In Edgar Wright’s Cornetto trilogy—Shaun of the Dead, Hot Fuzz, and The World’s End—a recurring theme, beneath all that self-reflexive genre fiction, is the fundamental awfulness of small English towns. The films are full of distinguished actors conspiring to murder anybody who might alter a village’s unchangingly bucolic image, or an alien invasion disguised by the same identical and anonymous pub template. There always seems to be something redeemable about them, though, once Simon Pegg has maimed enough zombies/robots/pensioners.
Two years ago, Wright produced the cult director Ben Wheatley’s black comedy Sightseers, a more nihilistic rendering of cultural antagonism, where two maladjusted lovers murder their way through a countryside populated by irritating travel writers and walking-stick-waving Tories. The merciless specificity reminded me of an Alan Hollinghurst line about “the inseparable poverty and consistency of English life, as crystallized in the Peek Frean assortment box.”
Subtracting 350 years or so and the presence of colour, Wheatley’s new film (well, new to North America, at least), A Field in England, takes up a different national perennial. Shortly after a battle during the English Civil War—that would be the one when Charles I picked a fight with Parliament, and lost, fatally—a nervous alchemist named Whitehead runs from his master and into a trap. With some magic mushrooms and more sinister ministrations, the dandyish necromancer O’Neill bewitches him into helping dig up an ominous treasure nearby. The title of the movie is literal; shot in only two weeks for half a million dollars, it never leaves that field. But the greenery blows wilder and wilder as the drugs take hold, and Whitehead wanders off toward a series of psychedelic visions, where time distends, the camera frame bisects and mutates, and a great black disc hangs in the sky.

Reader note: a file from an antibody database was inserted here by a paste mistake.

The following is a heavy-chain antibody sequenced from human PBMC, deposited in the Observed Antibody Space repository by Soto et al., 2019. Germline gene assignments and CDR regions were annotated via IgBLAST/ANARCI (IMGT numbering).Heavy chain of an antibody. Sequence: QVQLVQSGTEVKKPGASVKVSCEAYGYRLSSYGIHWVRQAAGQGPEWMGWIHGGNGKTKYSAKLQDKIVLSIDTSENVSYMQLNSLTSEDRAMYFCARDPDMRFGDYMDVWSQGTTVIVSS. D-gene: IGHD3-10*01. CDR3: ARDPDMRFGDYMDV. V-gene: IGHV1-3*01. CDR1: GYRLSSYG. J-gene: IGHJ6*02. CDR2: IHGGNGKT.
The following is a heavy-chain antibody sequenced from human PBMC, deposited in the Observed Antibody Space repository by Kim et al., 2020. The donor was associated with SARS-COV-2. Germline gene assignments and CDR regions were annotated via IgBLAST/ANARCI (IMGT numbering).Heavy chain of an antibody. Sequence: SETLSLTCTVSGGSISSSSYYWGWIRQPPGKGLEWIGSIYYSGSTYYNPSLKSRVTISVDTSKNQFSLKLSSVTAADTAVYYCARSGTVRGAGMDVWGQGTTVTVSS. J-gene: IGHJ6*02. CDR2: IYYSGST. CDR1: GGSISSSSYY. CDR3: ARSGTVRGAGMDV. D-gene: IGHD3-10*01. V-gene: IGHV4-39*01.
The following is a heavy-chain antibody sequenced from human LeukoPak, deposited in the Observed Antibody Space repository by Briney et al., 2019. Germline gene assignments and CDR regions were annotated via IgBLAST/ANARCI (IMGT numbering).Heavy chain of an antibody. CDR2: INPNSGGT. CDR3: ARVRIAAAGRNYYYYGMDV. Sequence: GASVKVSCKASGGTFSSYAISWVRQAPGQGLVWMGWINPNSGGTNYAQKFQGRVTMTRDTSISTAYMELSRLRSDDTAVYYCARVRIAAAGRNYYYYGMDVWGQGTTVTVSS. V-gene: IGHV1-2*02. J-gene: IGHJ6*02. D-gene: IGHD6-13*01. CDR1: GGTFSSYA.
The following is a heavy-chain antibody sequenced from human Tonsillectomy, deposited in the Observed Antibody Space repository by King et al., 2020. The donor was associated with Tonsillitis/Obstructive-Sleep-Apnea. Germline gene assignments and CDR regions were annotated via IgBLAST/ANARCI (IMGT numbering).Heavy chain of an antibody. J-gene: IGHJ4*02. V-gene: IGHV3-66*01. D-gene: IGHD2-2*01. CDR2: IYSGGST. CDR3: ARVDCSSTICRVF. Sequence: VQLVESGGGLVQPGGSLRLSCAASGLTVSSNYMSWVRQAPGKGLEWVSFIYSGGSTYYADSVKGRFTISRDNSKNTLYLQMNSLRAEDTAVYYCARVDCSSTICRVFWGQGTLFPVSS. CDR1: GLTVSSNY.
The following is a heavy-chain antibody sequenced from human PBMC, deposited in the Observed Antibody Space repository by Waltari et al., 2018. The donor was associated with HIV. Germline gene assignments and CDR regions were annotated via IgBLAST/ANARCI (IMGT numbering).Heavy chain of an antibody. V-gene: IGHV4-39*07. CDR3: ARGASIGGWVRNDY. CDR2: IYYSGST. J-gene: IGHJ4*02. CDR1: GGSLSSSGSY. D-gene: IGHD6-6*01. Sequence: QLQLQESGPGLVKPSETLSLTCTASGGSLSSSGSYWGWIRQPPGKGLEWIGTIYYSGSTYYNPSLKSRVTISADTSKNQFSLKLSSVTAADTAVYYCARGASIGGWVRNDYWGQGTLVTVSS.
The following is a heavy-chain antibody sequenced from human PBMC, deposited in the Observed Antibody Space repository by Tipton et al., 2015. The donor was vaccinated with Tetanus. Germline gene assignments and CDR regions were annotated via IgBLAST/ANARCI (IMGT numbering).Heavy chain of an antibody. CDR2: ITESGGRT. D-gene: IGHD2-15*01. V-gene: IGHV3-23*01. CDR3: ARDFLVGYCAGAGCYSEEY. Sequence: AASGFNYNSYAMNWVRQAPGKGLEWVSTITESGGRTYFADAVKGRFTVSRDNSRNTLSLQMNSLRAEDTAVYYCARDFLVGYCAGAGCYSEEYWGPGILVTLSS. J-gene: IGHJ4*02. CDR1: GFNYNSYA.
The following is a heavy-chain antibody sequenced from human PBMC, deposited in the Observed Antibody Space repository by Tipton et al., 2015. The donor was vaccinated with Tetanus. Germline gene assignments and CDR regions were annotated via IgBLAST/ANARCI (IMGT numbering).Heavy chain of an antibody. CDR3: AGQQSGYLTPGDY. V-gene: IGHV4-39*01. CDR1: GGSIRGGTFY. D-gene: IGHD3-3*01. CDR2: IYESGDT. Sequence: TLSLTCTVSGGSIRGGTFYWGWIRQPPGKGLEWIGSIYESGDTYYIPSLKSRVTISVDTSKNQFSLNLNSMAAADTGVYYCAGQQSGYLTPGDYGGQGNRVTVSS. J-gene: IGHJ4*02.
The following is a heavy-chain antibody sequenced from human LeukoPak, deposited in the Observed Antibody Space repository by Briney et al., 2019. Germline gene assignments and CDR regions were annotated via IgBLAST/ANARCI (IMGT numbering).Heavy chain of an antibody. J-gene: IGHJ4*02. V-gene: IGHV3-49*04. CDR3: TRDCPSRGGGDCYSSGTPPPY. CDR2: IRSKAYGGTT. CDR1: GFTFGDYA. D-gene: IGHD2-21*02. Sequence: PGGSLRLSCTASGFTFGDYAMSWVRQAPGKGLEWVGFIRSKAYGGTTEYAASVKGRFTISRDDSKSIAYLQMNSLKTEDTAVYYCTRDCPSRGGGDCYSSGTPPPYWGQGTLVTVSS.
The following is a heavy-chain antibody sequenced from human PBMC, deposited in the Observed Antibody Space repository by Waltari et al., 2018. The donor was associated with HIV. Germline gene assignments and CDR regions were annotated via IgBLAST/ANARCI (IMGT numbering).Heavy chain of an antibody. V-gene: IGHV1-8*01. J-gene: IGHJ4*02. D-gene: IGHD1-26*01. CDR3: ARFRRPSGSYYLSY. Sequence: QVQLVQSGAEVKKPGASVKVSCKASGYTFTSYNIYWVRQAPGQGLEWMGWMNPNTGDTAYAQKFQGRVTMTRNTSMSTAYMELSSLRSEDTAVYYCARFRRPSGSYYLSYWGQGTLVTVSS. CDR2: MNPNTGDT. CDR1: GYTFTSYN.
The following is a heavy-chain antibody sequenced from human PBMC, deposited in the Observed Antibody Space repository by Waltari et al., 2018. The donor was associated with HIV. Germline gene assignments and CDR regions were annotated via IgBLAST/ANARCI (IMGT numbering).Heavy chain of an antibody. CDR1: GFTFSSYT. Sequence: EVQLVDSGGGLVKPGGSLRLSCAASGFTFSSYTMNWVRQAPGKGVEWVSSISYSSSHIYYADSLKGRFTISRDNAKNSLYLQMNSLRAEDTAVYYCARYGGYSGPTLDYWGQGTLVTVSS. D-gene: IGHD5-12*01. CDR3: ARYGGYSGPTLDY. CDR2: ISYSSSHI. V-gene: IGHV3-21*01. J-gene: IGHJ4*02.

In his book Invisible Republic, the critic Greil Marcus described the songs compiled on the Anthology of American Folk Music as totems of “the old, weird America.” He became altogether too enamoured with that flawed phrasing (the paperback edition of Invisible Republic was renamed for it), though it does hint at the parallel phenomenon A Field in England falls under—not touting the transcendent power of a disinterred relic, but implying how contrived such exoticization is. Call this tendency Wyrd Olde England. It might include Aleister Crowley, The Wicker Man, ley lines, the putative occult connections of Beachy Head, quite a few Kate Bush songs, Herne the Hunter, and lyrics from 1968 that sound like they were written in 1458. The explicitly pagan nature of most examples makes sense: this is a country that never entirely took to Christianity, Anglicanism being the protective local tangent of a universal religion. They’re a notion of the people who built Stonehenge, not the successors to it.
The Field in England seems symbolic when you think of it that way, albeit an open allegory, indicating only that “England” itself is another construct. The warring ideologies were more abstracted than in America’s later civil war—alongside absolute monarchists and the radical Levellers loomed Oliver Cromwell, variously a revolutionary, dictator, and genocidaire—which may be why Wheatley ignores them, focusing instead on inscrutable combatants. The stammering coward Whitehead arrives onscreen like some pre-modern Bob Hope, but eventually reaches a surprising depth of viciousness.
In the mid-1600s, spellcraft and science had not yet been neatly divided; it’s often unclear which is driving the events of A Field in England, though one senses our pious Christian alchemist will meet perdition either way. Between nature and the numinous, there is plenty of room for apocalypse.